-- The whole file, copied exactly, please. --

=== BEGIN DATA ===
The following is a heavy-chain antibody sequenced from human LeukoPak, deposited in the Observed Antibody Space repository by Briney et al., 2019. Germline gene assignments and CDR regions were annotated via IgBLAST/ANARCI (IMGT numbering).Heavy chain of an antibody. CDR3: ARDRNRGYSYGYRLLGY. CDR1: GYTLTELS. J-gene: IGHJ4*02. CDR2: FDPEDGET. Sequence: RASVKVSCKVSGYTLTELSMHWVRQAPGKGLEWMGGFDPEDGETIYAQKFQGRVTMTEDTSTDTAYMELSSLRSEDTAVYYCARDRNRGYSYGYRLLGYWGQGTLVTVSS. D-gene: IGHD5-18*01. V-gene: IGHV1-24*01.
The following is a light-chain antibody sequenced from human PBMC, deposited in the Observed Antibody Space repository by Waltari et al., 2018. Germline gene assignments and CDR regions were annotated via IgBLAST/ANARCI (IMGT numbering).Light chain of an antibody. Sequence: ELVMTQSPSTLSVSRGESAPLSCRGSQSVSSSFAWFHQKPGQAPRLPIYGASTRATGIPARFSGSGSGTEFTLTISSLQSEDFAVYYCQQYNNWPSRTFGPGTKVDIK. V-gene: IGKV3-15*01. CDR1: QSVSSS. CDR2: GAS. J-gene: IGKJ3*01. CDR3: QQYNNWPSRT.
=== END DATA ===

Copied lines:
The following is a heavy-chain antibody sequenced from human LeukoPak, deposited in the Observed Antibody Space repository by Briney et al., 2019. Germline gene assignments and CDR regions were annotated via IgBLAST/ANARCI (IMGT numbering).Heavy chain of an antibody. CDR3: ARDRNRGYSYGYRLLGY. CDR1: GYTLTELS. J-gene: IGHJ4*02. CDR2: FDPEDGET. Sequence: RASVKVSCKVSGYTLTELSMHWVRQAPGKGLEWMGGFDPEDGETIYAQKFQGRVTMTEDTSTDTAYMELSSLRSEDTAVYYCARDRNRGYSYGYRLLGYWGQGTLVTVSS. D-gene: IGHD5-18*01. V-gene: IGHV1-24*01.
The following is a light-chain antibody sequenced from human PBMC, deposited in the Observed Antibody Space repository by Waltari et al., 2018. Germline gene assignments and CDR regions were annotated via IgBLAST/ANARCI (IMGT numbering).Light chain of an antibody. Sequence: ELVMTQSPSTLSVSRGESAPLSCRGSQSVSSSFAWFHQKPGQAPRLPIYGASTRATGIPARFSGSGSGTEFTLTISSLQSEDFAVYYCQQYNNWPSRTFGPGTKVDIK. V-gene: IGKV3-15*01. CDR1: QSVSSS. CDR2: GAS. J-gene: IGKJ3*01. CDR3: QQYNNWPSRT.